The Legislative Dynamics of the Employment Act of 1946
Publication Year: 2013
Published by: W.E. Upjohn Institute
Title Page, Copyright, Dedication
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Figures, Tables, and Illustrations
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Growing up in the Upper Ohio Valley, where the local economy had until recent decades depended on mining and steel, provided me with a rough education in the vagaries of employment. The boom time of the 1950s and 1960s gave way to decades when, for many, unemployment always lurked around the corner. ...
1 - The Employment Act in Historical Perspective
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As the United States approached the middle of the twentieth century, it was undergoing a considerable change in its conception of the role of government and of the government’s responsibility for maintaining the economic well-being of its people. The Great Depression had shaken the country’s economic foundation ...
2 - Federal Role in Employment Stimulation
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The ideas that the federal government should engage in employment stimulation and should ensure full employment are rooted in the experiences of the Great Depression. During the Depression, people were searching for solutions to the hard times that were occurring in America and elsewhere. ...
3 - Press and Public Opinion Diverge
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In 1943, while President Roosevelt was meeting with Joseph Stalin and Winston Churchill in Tehran, pollster George Gallup asked a sample of the American people what they thought would be the greatest problem facing the country from 1945 to 1949. The second most common answer was “peace,” offered by 13 percent of the respondents. ...
4 - Senate Passes Full Employment
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The U.S. Senate took the lead on full employment legislation during the 79th Congress. The full employment bill that was introduced as Senate Bill 380 had its genesis not in the Special Committee on Post-War Economic Policy and Planning, but rather in a subcommittee of the Military Affairs Committee. ...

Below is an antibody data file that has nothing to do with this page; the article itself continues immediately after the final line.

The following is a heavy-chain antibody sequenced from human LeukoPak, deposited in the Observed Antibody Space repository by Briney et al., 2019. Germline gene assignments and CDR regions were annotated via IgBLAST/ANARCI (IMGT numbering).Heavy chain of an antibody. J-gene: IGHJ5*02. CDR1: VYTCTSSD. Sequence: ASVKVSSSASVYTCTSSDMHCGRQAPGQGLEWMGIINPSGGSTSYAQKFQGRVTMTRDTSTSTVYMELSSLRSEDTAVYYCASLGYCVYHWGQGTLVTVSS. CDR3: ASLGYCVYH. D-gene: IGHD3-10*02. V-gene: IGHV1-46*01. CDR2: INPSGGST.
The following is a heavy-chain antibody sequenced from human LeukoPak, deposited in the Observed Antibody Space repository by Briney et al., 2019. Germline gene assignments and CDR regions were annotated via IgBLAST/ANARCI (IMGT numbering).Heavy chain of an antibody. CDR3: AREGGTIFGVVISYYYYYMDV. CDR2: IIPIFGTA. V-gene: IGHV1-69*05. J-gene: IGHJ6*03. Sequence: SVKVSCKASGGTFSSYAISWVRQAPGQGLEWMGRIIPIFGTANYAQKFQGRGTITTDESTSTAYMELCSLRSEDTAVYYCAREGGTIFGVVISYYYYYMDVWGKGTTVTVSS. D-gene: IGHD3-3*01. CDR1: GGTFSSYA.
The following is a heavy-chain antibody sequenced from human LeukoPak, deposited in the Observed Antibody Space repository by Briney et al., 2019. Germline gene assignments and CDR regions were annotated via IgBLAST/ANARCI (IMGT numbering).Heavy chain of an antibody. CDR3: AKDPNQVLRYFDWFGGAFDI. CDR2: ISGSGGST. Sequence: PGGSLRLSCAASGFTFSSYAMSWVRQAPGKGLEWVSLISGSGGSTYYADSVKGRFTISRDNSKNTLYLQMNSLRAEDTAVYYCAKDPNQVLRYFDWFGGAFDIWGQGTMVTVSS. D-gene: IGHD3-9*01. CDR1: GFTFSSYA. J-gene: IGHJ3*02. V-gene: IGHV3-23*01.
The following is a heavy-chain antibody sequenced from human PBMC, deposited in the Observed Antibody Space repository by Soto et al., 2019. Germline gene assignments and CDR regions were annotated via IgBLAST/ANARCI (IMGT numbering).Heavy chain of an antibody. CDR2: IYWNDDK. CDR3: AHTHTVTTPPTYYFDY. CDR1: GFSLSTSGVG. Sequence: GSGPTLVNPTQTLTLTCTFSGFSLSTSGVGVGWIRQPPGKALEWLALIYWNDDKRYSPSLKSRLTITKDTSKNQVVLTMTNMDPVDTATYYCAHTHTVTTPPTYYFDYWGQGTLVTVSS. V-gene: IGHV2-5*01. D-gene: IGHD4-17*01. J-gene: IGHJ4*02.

5 - Opponents Take Aim in the House
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Observers of Congress frequently conclude that it is easier to obstruct bills than it is to enact legislation. Those opposed to a bill—even when they hold a minority opinion—can draw on an assortment of maneuvers that may potentially block action on a bill. ...
6 - Socioeconomic and Political Forces
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The issues that defined the debate on the full employment bill are clear. The positions of most key leaders are also apparent. Indeed, the outcome of the legislative action on the full employment bill is now well known. The question that remains is whether legislators who favored a redefinition of the government’s role ...
7 - The Employment Act of 1946
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The spirit was one of optimism as 1946 opened. The United States had defeated the powers of fascism and, in the process, had risen out of the Great Depression. Sacrifice and austerity gave way to pent-up consumer demand. People began having children at a rate that countered virtually a century of decline in the fertility rate. ...
Appendix A - Variables and Their Sources
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Appendix B - Scores and Indices
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Appendix C - Profiling Support for S. 380
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Appendix D - Profiling Support for H.R. 2202
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Appendix E - A Structural Model Approach
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Appendix F - Methodology and Research Design
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Ruth Ellen Wasem is a specialist in domestic social policy at the Congressional Research Service, U.S. Library of Congress. In that capacity, she has researched, written, and testified before the U.S. Congress on immigration and social welfare policies. Congressional committees and offices have released many of her reports, which are widely cited. ...
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About the Institute
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The W.E. Upjohn Institute for Employment Research is a nonprofit research organization devoted to finding and promoting solutions to employment-related problems at the national, state, and local levels. It is an activity of the W.E. Upjohn Unemployment Trustee Corporation, which was established in 1932 to administer a fund set aside by Dr. W.E. Upjohn, ...
Page Count: 256
Publication Year: 2013